Watercress—A Kindred Herb

By Steven FosterWatercress, Water Cress, Nasturtium officinale, Rorippa nasturtium-aquaticum

As we transition through the seasons, signs of the past blend with what is to come. Cool spring-fed creeks hold for me a reminder of spring; before winter has yet to begin. Perennial and annual wildflowers along creek banks have gone to seed and turned dormant. The leaves of deciduous woody plants fade from green hues to fall colors, whether vibrant or dull. It’s easier to get to the water’s edge, though stick-tights, beggar’s lice, and other hooked, barbed or Velcro-like seeds and dry fruiting bodies will snare your clothing, hitching a ride, choosing you are their seed-dispersal vector.

One plant that hunkers down during the hot weather, then turns lush in spring fed moving water in the Ozark winter is watercress. Bunches of watercress sometimes make their way to groceries or places where specialty vegetables are sold. As a rather hot-tasting mustard, one can only eat so much of it. Watercress is best used as a secondary leaf ingredient in a fresh salad or a great soup vegetable.  It is a kindred herb, a neglected free food, best at this time of year before it flowers and produces seed in the spring, at which time the leaves become more pungent and less palatable. By Thanksgiving ,watercress has shed it’s straggly summer growth and its fast-growing leaves are tender, lush and vibrant. Take it from waters that are free from pollutants, as the leaves can uptake toxins and heavy metals from water. Of course, you should wash it well before consuming the leaves.

Botanists now call it Nasturtium officinale, after a few years of suffering through the Latin Watercress, Water Cress, Nasturtium officinale, Rorippa nasturtium-aquaticumname Rorippa nasturtium-aquaticum. It is not to be confused with our garden nasturtium with its bright orange and yellow flowers. That plant, Tropaeolum majus hails from the Andes, and borrows  its common name from the Latin name of watercress, given their similar flavors, though they are unrelated in every respect. The essential oil in watercress leaves have organosulphur compounds that give them their bite and distinctive flavor.

It is impossible to determine where this plant originates. It occurs in virtually every country with cool fresh, running water. It was observed in America as early as 1630, and was likely already here before Europeans arrived. Here is a plant that defies all cultural and geographic barriers and blurs the line between food and medicine.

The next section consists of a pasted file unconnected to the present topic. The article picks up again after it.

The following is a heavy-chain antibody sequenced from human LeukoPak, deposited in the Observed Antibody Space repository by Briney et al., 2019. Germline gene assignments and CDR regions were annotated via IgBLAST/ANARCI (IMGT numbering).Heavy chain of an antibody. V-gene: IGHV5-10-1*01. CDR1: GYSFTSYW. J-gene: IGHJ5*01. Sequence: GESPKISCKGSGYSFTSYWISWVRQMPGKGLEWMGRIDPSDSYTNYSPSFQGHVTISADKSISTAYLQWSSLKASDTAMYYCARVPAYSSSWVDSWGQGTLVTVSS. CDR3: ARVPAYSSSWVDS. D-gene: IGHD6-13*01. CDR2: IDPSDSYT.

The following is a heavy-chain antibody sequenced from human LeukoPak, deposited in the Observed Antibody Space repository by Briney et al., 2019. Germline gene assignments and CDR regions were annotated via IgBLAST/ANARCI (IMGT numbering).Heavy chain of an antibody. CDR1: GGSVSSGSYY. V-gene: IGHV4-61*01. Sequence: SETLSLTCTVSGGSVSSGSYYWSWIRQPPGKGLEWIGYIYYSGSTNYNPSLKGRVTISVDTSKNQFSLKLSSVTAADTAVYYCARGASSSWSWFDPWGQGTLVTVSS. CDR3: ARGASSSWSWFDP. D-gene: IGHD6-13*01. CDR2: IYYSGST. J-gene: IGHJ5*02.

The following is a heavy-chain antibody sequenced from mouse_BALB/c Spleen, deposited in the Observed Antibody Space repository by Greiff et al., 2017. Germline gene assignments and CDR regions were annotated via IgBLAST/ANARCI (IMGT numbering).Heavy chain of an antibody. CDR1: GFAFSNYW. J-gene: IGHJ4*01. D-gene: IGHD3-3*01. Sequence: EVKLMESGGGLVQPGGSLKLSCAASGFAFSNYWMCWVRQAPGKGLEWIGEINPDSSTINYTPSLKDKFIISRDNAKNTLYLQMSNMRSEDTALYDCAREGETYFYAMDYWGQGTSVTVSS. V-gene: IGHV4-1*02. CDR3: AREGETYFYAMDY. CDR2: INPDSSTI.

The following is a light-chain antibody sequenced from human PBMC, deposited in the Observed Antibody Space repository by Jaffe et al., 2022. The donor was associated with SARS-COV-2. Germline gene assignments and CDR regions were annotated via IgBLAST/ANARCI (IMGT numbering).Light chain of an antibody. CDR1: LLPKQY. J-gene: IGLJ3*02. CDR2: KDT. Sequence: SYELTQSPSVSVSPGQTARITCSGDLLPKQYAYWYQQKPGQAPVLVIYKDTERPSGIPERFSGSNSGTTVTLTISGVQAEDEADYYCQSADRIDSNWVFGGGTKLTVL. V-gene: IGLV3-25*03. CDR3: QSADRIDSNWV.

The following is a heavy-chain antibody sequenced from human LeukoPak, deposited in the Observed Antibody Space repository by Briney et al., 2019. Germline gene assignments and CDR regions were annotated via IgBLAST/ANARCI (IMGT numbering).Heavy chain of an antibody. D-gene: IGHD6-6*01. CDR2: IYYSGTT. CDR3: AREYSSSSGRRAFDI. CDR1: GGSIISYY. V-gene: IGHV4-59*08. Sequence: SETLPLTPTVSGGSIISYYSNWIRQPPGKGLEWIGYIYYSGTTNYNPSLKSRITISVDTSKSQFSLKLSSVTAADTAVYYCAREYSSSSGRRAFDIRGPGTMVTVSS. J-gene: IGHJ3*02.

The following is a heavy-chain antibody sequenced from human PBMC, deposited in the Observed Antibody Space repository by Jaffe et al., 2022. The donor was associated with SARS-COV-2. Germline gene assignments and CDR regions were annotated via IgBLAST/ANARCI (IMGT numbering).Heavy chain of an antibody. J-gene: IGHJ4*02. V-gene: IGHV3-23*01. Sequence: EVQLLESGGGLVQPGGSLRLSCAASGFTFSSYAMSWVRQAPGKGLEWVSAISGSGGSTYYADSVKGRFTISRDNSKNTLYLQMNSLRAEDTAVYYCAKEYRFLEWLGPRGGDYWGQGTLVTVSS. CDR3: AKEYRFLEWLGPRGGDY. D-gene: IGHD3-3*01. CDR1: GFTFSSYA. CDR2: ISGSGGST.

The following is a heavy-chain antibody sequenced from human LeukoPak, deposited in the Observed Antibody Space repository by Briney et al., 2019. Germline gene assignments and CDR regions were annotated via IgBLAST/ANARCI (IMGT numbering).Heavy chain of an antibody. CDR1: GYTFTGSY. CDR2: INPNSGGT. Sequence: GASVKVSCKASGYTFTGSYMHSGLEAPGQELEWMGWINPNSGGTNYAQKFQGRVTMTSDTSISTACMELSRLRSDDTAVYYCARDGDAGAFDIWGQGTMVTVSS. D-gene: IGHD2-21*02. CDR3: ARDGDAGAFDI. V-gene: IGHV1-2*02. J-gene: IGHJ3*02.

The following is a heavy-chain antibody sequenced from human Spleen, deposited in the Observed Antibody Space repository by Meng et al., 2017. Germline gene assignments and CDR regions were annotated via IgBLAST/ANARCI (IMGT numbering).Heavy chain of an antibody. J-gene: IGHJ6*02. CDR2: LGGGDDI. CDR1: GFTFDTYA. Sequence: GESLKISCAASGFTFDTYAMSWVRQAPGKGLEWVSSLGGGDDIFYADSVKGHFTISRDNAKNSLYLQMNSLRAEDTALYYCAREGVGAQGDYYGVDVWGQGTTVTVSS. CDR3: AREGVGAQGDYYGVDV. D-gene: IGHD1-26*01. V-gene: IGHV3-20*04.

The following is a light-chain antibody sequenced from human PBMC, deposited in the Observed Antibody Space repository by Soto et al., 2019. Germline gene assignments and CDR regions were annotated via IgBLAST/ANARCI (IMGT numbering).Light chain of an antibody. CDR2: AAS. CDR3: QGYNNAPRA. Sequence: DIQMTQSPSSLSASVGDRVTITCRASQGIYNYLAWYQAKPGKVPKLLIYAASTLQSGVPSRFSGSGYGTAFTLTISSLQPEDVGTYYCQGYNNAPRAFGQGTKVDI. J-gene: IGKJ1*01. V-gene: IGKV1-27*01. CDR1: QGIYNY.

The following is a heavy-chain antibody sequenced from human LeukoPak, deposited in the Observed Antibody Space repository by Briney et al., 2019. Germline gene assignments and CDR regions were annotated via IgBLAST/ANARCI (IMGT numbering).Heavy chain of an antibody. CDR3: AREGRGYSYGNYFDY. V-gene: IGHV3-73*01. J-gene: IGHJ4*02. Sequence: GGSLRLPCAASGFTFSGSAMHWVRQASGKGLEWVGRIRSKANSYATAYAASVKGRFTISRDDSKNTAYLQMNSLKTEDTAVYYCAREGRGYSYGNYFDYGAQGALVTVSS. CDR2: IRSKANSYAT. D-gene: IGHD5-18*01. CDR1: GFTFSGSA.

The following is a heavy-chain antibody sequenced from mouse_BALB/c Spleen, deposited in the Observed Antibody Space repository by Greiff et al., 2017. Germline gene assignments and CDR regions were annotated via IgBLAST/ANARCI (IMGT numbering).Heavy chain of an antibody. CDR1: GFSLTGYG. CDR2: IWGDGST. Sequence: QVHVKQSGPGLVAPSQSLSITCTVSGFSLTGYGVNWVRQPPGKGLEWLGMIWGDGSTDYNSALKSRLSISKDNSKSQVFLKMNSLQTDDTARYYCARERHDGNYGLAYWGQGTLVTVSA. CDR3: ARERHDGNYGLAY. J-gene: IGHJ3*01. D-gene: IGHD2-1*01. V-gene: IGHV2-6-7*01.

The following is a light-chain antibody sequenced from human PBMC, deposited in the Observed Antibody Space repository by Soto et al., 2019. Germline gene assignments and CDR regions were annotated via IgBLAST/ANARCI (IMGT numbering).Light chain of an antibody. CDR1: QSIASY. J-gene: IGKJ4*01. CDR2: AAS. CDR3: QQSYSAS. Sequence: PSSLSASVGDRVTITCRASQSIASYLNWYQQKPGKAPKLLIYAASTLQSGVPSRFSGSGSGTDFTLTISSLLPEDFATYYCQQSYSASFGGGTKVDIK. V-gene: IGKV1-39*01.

Copyright 2013 Steven Foster. Photos created 19 October 2013, Spring Creek, Rockbridge, Missouri

Derived from Eureka Nature column, 24 October 2013, Eureka Springs Independent Newspaper

By Steven Foster

Describing her first visit with Steven Foster in 1977, Harvard University botanist, Dr. Shiu Ying Hu (1908-2012), wrote, “Our conversation reminded me of something that Confucius said two thousand years ago. ‘In any company of three persons, there must be one who can be my teacher’. . . I found in Steven Foster a teacher who could share a profound knowledge of economic botany, particularly in the cultivation and uses of herbs.” In 1974, at age 17, Steven Foster, began his career at the Sabbathday Lake, Maine, Shaker Community Herb Department —America's oldest herb business, dating to 1799. There he established three acres of production gardens and managed 1700 acres for the commercial harvest of botanicals. For forty-six years, Steven has photographed and researched herbs from the Amazon rainforest to the highlands of Vietnam. Foster has over 900 photo-illustrated articles published in a wide range of media. Steven also served as Chairman of the Board of Trustees of the American Botanical Council, and a Contributing Editor to the organization's journal, HerbalGram. Steven is the author, co-author and photographer of eighteen books, including the NEW 2014 Third Edition of A Peterson Field Guide to Medicinal Plants: Eastern and Central North America (with James A. Duke), along with National Geographic’s Complete Guide to Medicinal Herbs (2010), and A Desk Reference to Nature’s Medicine (2006, with Rebecca Johnson), awarded a 2007 New York Public Library “Best of Reference.” He is senior author of three other Peterson Field Guides, including A Field Guide to Medicinal Plants and Herbs (with Dr. James A. Duke), 1st & 2nd editions, 1990, 2000; A Field Guide to Western Medicinal Plants and Herbs with Dr. Christopher Hobbs, (2002); and A Field Guide to Venomous Animals and Poisonous Plants of North America (with Roger Caras, 1995). Other titles include Herbal Emissaries: Bringing Chinese Herbs to the West (with Prof. Yue Chongxi, 1992); Herbal Renaissance (1994); among others. Foster makes his home in Eureka Springs, Arkansas.

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